[Review] A Few Critical Thoughts on Xia Junsu’s “Uncommitted”
AUGH. It’s so cheesy. SO CHEESY!!!
Honestly, sometimes I think K-pop companies need to hire me (or at least someone like me :X) as a consultant for their English-oriented productions.
The above video is a 43-second teaser for Xia Junsu of JYJ’s new English-language song, Uncommitted. And here are the issues I have with it:
1. Please, STOP PICKING words in English that are hard for Korean speakers to pronounce. Especially as the repeated title of the song. See mangled autotune pronunciation at 0:20.
2. Ending shot where the couple is standing side-face to side-face – the expressions don’t match. His should be a lot more serious and smouldering to match her lost one and the muted vibe of the cinematography.
3. Please find someone who writes well professionally for your YouTube channel. You’re setting up how people will understand your entertainer here. Current fans might not care, but any potential new audience you’re hoping to score with will.
4. I’m probably reading too much into it at this point, but it’s starting to bother me that a lot of female figures in male K-pop music videos are non-Asian, usually white. It seems to play into the whole non-Asian superiority/beauty complex undercurrent.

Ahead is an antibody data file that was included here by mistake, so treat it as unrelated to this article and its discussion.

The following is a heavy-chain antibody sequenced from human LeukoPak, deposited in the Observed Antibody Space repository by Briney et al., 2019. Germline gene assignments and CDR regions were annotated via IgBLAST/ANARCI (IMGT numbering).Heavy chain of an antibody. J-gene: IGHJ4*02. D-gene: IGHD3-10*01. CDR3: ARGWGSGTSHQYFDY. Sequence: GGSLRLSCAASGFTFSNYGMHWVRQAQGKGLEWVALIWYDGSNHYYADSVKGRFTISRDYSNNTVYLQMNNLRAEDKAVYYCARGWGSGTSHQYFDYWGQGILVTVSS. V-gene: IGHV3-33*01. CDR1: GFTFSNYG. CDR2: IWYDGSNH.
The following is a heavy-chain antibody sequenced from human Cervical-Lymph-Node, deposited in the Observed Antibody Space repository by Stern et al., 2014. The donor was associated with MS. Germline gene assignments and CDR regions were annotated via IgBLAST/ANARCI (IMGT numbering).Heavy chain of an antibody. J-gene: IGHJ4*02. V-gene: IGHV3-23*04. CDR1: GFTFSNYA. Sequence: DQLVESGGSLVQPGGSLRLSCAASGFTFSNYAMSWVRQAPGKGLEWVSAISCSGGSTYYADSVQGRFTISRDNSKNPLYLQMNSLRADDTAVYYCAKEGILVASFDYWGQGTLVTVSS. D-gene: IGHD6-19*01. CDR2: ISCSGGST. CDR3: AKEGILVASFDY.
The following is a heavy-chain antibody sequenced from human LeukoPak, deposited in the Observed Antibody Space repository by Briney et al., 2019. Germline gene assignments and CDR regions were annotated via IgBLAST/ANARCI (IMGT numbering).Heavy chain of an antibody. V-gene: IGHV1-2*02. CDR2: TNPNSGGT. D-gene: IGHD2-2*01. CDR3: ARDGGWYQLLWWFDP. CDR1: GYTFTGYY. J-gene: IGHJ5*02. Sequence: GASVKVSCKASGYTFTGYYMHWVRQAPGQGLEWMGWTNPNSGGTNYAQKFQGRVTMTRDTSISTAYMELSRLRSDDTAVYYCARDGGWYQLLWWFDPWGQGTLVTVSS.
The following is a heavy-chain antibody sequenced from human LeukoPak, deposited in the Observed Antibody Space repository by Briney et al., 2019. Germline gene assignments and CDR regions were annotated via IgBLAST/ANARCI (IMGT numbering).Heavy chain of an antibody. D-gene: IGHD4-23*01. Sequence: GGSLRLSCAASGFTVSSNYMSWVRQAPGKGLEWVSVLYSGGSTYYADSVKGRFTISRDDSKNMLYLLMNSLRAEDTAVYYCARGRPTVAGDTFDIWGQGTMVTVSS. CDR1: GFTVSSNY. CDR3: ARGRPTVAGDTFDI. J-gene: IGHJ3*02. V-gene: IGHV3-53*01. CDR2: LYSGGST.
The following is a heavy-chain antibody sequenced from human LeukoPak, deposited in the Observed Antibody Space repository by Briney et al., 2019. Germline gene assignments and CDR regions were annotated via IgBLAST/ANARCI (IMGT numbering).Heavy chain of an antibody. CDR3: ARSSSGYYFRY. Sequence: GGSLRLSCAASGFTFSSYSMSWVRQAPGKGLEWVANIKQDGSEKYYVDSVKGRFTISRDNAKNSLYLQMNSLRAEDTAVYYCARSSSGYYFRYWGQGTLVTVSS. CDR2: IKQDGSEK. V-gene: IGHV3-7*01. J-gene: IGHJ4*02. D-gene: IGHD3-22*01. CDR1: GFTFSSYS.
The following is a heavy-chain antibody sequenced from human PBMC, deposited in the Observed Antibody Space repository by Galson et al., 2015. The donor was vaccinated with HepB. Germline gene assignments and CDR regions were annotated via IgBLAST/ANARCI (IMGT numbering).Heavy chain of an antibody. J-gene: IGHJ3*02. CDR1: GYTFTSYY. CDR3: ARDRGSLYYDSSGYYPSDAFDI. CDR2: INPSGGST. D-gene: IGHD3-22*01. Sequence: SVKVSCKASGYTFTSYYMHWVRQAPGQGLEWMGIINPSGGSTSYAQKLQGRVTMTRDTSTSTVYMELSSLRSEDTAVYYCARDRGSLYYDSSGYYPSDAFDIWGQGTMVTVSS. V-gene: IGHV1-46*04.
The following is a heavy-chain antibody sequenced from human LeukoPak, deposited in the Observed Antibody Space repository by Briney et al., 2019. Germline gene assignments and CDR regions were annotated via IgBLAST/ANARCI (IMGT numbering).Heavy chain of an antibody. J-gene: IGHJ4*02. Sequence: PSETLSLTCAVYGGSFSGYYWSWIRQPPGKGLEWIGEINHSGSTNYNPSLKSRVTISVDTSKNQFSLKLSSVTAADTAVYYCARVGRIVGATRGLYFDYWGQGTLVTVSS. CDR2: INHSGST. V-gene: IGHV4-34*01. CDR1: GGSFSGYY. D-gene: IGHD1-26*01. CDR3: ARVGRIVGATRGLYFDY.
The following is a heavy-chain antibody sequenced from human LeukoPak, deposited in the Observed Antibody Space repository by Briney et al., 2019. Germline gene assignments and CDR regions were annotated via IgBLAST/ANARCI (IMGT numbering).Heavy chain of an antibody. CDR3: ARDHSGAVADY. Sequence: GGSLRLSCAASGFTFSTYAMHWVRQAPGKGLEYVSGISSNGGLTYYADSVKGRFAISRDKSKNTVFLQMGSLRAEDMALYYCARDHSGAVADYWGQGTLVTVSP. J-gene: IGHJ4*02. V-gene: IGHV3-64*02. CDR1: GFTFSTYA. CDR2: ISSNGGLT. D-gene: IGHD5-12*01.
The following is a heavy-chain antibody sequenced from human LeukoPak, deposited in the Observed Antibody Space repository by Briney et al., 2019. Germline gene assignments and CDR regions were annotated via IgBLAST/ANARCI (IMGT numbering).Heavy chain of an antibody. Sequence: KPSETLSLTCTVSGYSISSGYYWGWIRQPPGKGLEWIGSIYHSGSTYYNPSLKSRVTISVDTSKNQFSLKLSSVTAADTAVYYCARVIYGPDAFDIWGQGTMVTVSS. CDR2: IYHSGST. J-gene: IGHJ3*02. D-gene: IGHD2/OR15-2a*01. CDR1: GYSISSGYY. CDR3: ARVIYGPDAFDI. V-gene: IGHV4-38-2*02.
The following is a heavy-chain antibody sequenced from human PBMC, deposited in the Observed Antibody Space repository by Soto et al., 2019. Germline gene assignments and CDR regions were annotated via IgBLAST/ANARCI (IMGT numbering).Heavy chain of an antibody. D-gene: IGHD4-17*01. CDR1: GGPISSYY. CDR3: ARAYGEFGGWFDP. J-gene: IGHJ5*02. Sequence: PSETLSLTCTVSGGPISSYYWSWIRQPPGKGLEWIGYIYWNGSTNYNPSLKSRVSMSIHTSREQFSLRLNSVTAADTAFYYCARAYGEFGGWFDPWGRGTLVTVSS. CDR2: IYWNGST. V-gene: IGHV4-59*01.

It seems that something always gets skewed when Asian pop stars try to tailor things for the Western market – anyone remember the fiasco that was BoA’s original “Eat You Up” MV for America? Their production values are obviously high, but the companies often take things and run in the wrong direction.
I know I’m taking a pretty critical stance (and that I may sound like a snob), but I always do for these Asia-into-English forays. It’s because the general American audience is much less forgiving when you’re not in your native tongue, plus the fact that I know these entertainers could do a lot better if they actually had some grounded perspective from a non-insider/related-Korean person.
Bottom line: Less yes-men and strangely biased audience predictions, more honest feedback from the internationally minded of good taste. Holler if you know what I’m sayin’.